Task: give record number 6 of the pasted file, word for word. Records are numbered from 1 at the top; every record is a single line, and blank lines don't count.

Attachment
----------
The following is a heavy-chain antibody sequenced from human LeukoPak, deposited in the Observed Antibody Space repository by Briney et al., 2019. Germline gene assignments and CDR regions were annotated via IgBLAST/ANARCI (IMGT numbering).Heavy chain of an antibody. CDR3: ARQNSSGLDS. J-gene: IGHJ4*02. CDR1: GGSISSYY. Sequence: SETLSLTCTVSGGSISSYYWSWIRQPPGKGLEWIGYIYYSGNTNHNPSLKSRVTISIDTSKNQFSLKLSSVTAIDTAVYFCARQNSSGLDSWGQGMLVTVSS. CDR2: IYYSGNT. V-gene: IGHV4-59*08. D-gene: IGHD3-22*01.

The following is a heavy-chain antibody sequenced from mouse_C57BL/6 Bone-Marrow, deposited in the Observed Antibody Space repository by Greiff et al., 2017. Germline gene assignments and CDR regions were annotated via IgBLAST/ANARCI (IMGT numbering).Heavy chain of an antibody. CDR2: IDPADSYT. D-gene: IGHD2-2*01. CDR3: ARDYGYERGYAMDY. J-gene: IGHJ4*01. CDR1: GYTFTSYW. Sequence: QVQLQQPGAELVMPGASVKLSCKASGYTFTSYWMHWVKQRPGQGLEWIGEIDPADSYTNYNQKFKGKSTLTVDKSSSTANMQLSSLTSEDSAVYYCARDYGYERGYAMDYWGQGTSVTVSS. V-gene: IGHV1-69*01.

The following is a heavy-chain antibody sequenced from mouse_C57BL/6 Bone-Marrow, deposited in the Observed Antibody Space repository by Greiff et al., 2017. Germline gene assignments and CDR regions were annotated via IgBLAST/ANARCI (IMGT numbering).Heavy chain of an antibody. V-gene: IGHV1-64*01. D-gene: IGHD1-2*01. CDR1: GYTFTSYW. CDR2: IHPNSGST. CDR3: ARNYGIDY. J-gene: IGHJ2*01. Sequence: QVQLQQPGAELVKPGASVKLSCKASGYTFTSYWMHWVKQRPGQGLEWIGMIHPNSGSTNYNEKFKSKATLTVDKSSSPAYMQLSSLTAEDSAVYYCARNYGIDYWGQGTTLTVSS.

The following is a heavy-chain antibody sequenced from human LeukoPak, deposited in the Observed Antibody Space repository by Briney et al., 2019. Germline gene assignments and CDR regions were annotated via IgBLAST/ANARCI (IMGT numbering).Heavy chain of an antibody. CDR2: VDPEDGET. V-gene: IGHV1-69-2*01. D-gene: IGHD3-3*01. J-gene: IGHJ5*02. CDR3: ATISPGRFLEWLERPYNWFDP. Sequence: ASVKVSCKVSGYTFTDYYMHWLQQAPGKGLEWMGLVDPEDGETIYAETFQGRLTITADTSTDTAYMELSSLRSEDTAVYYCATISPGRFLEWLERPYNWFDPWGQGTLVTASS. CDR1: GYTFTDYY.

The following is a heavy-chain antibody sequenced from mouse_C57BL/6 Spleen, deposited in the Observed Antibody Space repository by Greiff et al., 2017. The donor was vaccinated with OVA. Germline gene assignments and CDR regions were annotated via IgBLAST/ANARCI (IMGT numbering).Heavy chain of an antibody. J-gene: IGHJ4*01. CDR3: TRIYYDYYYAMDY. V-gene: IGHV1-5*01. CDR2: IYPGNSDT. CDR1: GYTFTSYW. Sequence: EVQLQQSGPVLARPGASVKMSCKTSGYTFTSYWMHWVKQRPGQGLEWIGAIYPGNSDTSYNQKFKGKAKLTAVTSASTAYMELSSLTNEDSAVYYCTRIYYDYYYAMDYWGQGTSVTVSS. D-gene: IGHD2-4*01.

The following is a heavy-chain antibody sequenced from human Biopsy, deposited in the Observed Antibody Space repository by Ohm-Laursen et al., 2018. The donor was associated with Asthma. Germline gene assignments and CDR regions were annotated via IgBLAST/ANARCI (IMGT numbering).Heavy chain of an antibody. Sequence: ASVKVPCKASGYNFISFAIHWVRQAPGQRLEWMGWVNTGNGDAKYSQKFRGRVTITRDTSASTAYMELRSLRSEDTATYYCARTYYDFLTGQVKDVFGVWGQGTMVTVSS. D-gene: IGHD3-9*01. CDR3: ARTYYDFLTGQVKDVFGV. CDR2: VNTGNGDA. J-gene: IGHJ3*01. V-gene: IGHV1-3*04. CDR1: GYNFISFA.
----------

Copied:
The following is a heavy-chain antibody sequenced from human Biopsy, deposited in the Observed Antibody Space repository by Ohm-Laursen et al., 2018. The donor was associated with Asthma. Germline gene assignments and CDR regions were annotated via IgBLAST/ANARCI (IMGT numbering).Heavy chain of an antibody. Sequence: ASVKVPCKASGYNFISFAIHWVRQAPGQRLEWMGWVNTGNGDAKYSQKFRGRVTITRDTSASTAYMELRSLRSEDTATYYCARTYYDFLTGQVKDVFGVWGQGTMVTVSS. D-gene: IGHD3-9*01. CDR3: ARTYYDFLTGQVKDVFGV. CDR2: VNTGNGDA. J-gene: IGHJ3*01. V-gene: IGHV1-3*04. CDR1: GYNFISFA.